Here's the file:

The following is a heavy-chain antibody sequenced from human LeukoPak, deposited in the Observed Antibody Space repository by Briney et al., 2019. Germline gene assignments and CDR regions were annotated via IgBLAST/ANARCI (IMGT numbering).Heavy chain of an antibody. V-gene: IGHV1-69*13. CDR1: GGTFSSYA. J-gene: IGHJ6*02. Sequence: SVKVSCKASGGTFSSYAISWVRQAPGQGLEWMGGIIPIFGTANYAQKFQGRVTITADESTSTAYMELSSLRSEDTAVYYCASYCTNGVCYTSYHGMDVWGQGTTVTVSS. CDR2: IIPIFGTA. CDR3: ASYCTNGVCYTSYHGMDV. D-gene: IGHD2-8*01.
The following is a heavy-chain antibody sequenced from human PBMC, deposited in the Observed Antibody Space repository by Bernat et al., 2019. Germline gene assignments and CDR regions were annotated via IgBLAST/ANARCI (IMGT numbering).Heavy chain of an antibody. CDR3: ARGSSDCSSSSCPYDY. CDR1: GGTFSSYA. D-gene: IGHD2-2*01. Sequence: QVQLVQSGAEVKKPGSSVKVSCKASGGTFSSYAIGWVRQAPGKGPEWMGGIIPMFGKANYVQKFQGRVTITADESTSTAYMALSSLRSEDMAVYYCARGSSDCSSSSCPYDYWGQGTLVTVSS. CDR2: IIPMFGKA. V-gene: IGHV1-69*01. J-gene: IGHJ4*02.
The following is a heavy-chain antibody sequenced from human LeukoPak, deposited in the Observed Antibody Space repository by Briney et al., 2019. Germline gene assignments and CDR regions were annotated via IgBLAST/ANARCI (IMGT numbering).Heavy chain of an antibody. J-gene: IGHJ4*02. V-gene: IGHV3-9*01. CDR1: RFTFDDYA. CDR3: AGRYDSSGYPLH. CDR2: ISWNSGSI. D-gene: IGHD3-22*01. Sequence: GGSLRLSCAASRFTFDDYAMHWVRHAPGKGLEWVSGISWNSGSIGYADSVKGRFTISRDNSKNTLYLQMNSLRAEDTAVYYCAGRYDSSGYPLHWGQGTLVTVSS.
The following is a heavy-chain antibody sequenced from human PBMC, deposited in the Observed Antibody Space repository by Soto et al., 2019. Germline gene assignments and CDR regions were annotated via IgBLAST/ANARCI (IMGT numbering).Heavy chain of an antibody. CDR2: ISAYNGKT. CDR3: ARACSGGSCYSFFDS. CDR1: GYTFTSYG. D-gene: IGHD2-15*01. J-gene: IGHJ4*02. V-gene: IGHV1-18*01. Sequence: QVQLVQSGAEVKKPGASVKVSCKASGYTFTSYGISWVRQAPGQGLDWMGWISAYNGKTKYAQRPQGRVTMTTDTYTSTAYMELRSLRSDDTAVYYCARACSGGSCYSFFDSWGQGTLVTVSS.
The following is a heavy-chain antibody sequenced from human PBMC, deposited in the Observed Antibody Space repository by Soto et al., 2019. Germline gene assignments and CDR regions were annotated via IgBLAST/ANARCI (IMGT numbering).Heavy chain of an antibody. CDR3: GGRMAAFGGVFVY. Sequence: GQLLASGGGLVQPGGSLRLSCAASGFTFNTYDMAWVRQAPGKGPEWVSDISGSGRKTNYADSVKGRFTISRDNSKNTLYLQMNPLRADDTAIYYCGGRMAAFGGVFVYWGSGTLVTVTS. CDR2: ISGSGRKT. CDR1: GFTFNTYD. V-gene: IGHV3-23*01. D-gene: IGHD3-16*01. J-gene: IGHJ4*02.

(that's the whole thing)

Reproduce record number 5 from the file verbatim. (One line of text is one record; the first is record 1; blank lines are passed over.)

The following is a heavy-chain antibody sequenced from human PBMC, deposited in the Observed Antibody Space repository by Soto et al., 2019. Germline gene assignments and CDR regions were annotated via IgBLAST/ANARCI (IMGT numbering).Heavy chain of an antibody. CDR3: GGRMAAFGGVFVY. Sequence: GQLLASGGGLVQPGGSLRLSCAASGFTFNTYDMAWVRQAPGKGPEWVSDISGSGRKTNYADSVKGRFTISRDNSKNTLYLQMNPLRADDTAIYYCGGRMAAFGGVFVYWGSGTLVTVTS. CDR2: ISGSGRKT. CDR1: GFTFNTYD. V-gene: IGHV3-23*01. D-gene: IGHD3-16*01. J-gene: IGHJ4*02.